Pain & Providence in the Book of Job
The Ground of All Reasonable Hope
May 10, 2020 • Steve Bateman
The book of Job concludes with a perfect resolution that is unrealistic in most circumstances. Real life simply does not work like this for most people who trust in the Lord. Yet in God's sovereign plan, Job's extraordinary experience of prosperity and adversity, becomes a template for our own lives in an unexpected way.
To Understand Suffering, Study Science
April 26, 2020 • Steve Bateman
Throughout his suffering Job grows bolder in demanding an explanation from God, even suggesting that God has been unjust. Thus far, God has been silent, allowing everyone to enter their opinions into the public written record for all time. But now, God speaks and surprisingly answers Job’s questions with questions of his own that invite Job to study science.
The Problem of Pandemics
March 29, 2020 • Steve Bateman
The pain and suffering already caused by the Coronavirus (COVID-19) naturally raises questions we would like to ask of God. Why this? Why now? Why here? Why us? In other words, we want God to explain himself. Many in this season will doubt God's love, ability, knowledge, or even his existence. But these questions are not unique to our generation. Every generation has had to wrestle with these three truths affirmed in Scripture: 1. God is strong. 2. God is smart. 3. God is good.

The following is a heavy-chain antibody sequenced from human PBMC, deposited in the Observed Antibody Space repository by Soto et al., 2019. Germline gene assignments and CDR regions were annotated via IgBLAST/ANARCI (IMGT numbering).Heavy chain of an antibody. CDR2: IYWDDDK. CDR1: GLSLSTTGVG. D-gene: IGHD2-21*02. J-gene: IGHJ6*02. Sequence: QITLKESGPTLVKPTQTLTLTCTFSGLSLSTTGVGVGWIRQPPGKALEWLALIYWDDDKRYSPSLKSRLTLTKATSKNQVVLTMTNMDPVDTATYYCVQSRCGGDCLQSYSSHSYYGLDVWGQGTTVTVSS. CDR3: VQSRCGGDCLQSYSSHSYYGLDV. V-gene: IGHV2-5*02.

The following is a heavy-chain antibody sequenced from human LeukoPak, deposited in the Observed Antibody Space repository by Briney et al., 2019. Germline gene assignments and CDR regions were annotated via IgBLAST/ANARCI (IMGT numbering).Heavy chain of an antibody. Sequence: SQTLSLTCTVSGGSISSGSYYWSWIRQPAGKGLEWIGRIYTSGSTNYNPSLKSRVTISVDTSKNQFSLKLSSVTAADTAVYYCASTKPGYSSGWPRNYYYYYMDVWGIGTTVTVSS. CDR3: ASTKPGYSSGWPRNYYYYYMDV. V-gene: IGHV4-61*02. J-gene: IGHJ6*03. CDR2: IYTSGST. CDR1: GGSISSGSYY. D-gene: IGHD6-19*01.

"Behold, these are but the outskirts of his ways. . ."
February 23, 2020 • Matt Dubach
Control means that God has the power to direct the whole course of nature and history as he pleases. Authority means that God has a right to do that. Presence means that God is with his creatures to bless and to judge in terms of the standard of his covenant. (John Frame, "Systematic Theology")
First Cycle of Dispute: Job's Friends vs. Job
January 26, 2020 • Steve Bateman
Job's friends not only believe THAT God ultimately ordained this pain in Job's life (which is true), but also believe they know WHY God ordained this pain in Job's life (which is false). They operate on an airtight rule that the wicked suffer and the righteous are rewarded. Since Job is suffering, he must be hiding wickedness. . . . Job's friends compliment themselves by criticizing Job. ("We are not suffering, therefore we are righteous.")